“We should stop identity politics,” declared the Year 9 student as we stood waiting in a corridor.
“Why do you think so?” I asked.
“Because they are divisive.”
“Do you take a Marxist perspective?” I asked.
“No, I am a libertarian.”
“I wondered.” I said. “Some people would say that the real issues are about economics, about those who have and those who have not.”
Being on the Left, without being a Marxist, since teenage years, I have thought that the only issue was the one of money. If you were rich enough, your identity didn’t matter.
Such a perspective brought a sense of enraged frustration at a news story that the rate of youth unemployment in the black population was much higher than that among the white population. I wanted to shout at the radio, “come and meet the white working class boys I know and tell them they are privileged.”
The difference between the unemployment rates was not a function of colour, it was a function of social class. Oddly, the government report on institutional racism concurred with my thinking, suggesting that social background was the explanation of supposed discrimination. All identity politics achieves is to divide people who share a common lot and alienate white working class people who are never seen as ill-treated.
It was in 2004 that the journalist and television producer Michael Collins published The Likes of Us: a Biography of the White Working Class. Collins, who had written for The Independent, The Guardian, The Observer, the Sunday Telegraph and the Sunday Times, traced the the stories of working class people in London and their sense of alienation at a political system in which they had become invisible.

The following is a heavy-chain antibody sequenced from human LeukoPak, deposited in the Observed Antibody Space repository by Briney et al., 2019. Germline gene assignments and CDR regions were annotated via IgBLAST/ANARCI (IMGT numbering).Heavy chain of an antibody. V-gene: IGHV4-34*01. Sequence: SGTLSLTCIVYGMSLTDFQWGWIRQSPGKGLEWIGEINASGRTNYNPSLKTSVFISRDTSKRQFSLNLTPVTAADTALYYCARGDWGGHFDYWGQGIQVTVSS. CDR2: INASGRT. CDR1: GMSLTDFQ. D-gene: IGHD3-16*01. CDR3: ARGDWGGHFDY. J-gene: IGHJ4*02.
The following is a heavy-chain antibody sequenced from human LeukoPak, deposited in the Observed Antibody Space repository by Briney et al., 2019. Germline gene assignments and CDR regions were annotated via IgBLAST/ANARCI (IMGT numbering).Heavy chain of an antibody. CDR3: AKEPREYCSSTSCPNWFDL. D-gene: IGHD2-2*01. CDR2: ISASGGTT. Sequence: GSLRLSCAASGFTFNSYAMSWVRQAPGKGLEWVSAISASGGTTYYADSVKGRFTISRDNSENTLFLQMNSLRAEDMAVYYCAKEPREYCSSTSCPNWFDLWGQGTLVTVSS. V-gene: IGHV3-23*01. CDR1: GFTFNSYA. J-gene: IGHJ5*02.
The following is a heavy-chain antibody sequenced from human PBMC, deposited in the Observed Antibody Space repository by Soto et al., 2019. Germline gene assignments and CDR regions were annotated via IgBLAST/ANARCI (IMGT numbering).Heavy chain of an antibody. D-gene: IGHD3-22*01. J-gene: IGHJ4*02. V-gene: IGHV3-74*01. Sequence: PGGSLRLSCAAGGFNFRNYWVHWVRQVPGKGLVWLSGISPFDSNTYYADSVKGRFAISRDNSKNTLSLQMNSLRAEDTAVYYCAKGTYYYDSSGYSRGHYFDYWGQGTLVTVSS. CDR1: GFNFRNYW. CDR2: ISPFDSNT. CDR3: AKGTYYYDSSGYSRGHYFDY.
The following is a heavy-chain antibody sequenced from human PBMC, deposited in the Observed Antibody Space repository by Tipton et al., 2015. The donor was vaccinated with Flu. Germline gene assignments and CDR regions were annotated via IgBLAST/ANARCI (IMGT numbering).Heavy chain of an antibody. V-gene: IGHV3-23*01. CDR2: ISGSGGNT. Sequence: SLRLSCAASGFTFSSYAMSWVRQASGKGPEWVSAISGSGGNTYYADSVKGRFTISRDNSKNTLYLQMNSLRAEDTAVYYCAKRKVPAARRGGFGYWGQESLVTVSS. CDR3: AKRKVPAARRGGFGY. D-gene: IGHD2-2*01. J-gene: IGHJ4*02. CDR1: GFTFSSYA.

Collins recounts a conversation with Sloppy Joe, a white working class Londoner, in which they discussed a brochure that had been produced to promote the borough of Southwark.
“You wouldn’t think us English had ever lived here if you look at this.’ He opens it and taps a page . . .
“Southwark is a highly cosmopolitan area with a rich mixture of communities going back centuries. The borough’s proximity to the River Thames led to strong links across the world and by the 15th century Southwark had one of the largest immigrant populations. German, Dutch and Flemish craftspeople excluded by the City of London settled in Southwark … immigrants from Ireland took up manual jobs … the labour shortage was eased by workers and their families invited from the Caribbean and West Africa … communities from China, Cyprus, Vietnam, Somalia, Ethiopia, Bosnia and Croatia … just under a third of our population is from an ethnic minority and over a hundred languages are spoken by our children”.
‘They don’t mention us English’, Joe says. ‘You wouldn’t think we’d ever existed would ya?’ Joe sees himself as part of a long established tribe that dominated the urban working class within this area from the beginning of the nineteenth century and earlier. It has been air brushed from the history of the area as reported in the brochure. But how would it be represented? The white working class have never needed to define themselves or be defined before.
The best part of twenty years later and identity politics is still doing nothing for the white working class.